The purple oasis of Cherry Plum trees was compromised at Parker Towers along Queens Blvd in Forest Hills. Let's hope these trees will be resurrected. Photo by Michael Perlman, Rego-Forest Preservation Council
A once bold Maple tree, which provided much beauty & shade in Forest Hills' Federoff Triangle falls. Photo by Michael Perlman, Rego-Forest Preservation Council.
Forest Hills' historic MacDonald Park was struck again, after losing around 70 trees during last year's tornado. This tree was likely planted by volunteers when MacDonald Park received some upgrades in the 1980s. A tree we will miss. Photo by Michael Perlman, Rego-Forest Preservation Council.   


Sunday, September 11, 2011

September 11, 2011 - We Are Stronger Than Ever!

We will always remember our heroes, our survivors, our victims, and all families and friends of September 11th. 
It is hard to believe it has been 10 years. I remember waking up, and witnessing the unbelievable on TV, along with my family. We were in denial, not knowing what may be the next target. First the Twin Towers and then the Pentagon, not to mention all those who perished as the planes crashed, and the hero who saved the White House. As we experienced the largest attack in American history, it showed how caring and brave Americans are. Under crisis, we unconsciously and consciously looked out for each other. I remember the fire crews, police, and the Port Authority who rushed to the Towers to save who they can. The heroes inside the Twin Towers became one family, helping each other flee in every way possible.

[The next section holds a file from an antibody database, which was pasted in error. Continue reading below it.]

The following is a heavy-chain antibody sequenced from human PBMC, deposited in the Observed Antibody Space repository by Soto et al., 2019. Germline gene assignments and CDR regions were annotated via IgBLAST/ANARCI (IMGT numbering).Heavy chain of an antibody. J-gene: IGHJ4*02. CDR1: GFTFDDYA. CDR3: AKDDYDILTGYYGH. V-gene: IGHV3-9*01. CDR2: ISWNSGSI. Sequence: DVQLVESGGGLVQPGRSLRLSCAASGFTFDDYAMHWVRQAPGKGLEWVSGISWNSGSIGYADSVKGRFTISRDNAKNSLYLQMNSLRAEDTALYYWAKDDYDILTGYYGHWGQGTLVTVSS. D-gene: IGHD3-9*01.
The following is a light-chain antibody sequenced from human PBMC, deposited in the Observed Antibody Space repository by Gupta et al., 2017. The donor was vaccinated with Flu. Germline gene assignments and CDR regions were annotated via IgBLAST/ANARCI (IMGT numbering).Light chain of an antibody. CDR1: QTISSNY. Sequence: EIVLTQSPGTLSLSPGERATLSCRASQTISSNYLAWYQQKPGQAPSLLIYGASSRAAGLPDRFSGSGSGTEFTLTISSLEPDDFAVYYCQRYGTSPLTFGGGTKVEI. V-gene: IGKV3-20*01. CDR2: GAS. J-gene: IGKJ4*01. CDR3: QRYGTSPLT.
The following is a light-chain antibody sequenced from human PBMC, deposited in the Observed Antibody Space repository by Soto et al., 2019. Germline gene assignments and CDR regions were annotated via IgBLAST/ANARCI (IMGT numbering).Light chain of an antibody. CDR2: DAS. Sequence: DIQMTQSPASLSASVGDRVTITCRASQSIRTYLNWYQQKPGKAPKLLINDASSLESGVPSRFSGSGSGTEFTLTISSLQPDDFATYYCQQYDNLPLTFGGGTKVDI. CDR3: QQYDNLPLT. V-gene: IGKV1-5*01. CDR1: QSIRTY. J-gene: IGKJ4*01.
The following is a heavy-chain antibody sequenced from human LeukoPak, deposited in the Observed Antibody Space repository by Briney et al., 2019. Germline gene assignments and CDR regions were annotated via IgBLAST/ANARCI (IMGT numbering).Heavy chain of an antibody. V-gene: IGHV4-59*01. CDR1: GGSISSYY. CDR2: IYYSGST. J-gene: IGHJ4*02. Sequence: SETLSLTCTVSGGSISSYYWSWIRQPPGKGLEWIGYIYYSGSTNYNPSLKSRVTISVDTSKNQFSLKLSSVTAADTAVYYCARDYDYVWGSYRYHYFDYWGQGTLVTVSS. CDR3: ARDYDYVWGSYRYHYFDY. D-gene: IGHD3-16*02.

Mayor Giuliani coordinated the response of various city departments, while organizing the support of state and federal authorities for the World Trade Center site. Within days, stories of the rescue and those who perished emerged. The rescue mission was ongoing between the rubble. Candlelight vigils filled thoroughfares.On September 23, 2001, the World Trade Center Memorial Service was held at Yankee Stadium.
Our Twin Towers fell, but our courage and unity never sunk with it.
This postcard is captioned "April 4, 1973 - Sept 11, 2001"

This pre-9/11 view reads "Long live liberty!" We must keep strong, even when they attempt to reduce our country and its people.

On Thurs, Dec 11, 2008, the NY Daily News reported "The survivors' staircase, the 37 concrete steps that scores of people raced down to flee the World Trade Center attacks, was moved Thursday for the final time. A massive yellow crane hoisted the 22-foot-tall staircase into the air and placed it 150 feet away at the entrance to the future Sept. 11 museum." According to, "The Stairway stands as a uniquely important historical artifact, and a dramatic symbol of hope and survival." The NY Landmarks Conservancy played a great role in the rescue of this artifact: